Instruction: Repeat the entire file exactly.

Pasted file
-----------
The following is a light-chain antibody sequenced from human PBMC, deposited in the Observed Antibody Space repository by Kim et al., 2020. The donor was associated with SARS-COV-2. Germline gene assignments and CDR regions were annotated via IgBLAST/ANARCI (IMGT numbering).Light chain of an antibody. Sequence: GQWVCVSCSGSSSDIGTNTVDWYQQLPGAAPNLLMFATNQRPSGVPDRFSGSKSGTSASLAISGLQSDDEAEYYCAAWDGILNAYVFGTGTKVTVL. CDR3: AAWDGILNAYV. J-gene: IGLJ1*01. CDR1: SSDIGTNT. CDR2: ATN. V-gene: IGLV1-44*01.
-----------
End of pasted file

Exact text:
The following is a light-chain antibody sequenced from human PBMC, deposited in the Observed Antibody Space repository by Kim et al., 2020. The donor was associated with SARS-COV-2. Germline gene assignments and CDR regions were annotated via IgBLAST/ANARCI (IMGT numbering).Light chain of an antibody. Sequence: GQWVCVSCSGSSSDIGTNTVDWYQQLPGAAPNLLMFATNQRPSGVPDRFSGSKSGTSASLAISGLQSDDEAEYYCAAWDGILNAYVFGTGTKVTVL. CDR3: AAWDGILNAYV. J-gene: IGLJ1*01. CDR1: SSDIGTNT. CDR2: ATN. V-gene: IGLV1-44*01.